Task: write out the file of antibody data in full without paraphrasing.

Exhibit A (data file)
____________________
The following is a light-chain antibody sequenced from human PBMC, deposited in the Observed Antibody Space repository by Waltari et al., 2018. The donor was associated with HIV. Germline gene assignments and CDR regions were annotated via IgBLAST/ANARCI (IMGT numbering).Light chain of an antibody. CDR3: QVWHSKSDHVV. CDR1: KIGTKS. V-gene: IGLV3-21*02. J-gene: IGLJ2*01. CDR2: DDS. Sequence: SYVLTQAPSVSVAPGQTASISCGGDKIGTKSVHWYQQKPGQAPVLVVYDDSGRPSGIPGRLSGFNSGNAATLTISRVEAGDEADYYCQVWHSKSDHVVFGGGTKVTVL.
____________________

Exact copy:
The following is a light-chain antibody sequenced from human PBMC, deposited in the Observed Antibody Space repository by Waltari et al., 2018. The donor was associated with HIV. Germline gene assignments and CDR regions were annotated via IgBLAST/ANARCI (IMGT numbering).Light chain of an antibody. CDR3: QVWHSKSDHVV. CDR1: KIGTKS. V-gene: IGLV3-21*02. J-gene: IGLJ2*01. CDR2: DDS. Sequence: SYVLTQAPSVSVAPGQTASISCGGDKIGTKSVHWYQQKPGQAPVLVVYDDSGRPSGIPGRLSGFNSGNAATLTISRVEAGDEADYYCQVWHSKSDHVVFGGGTKVTVL.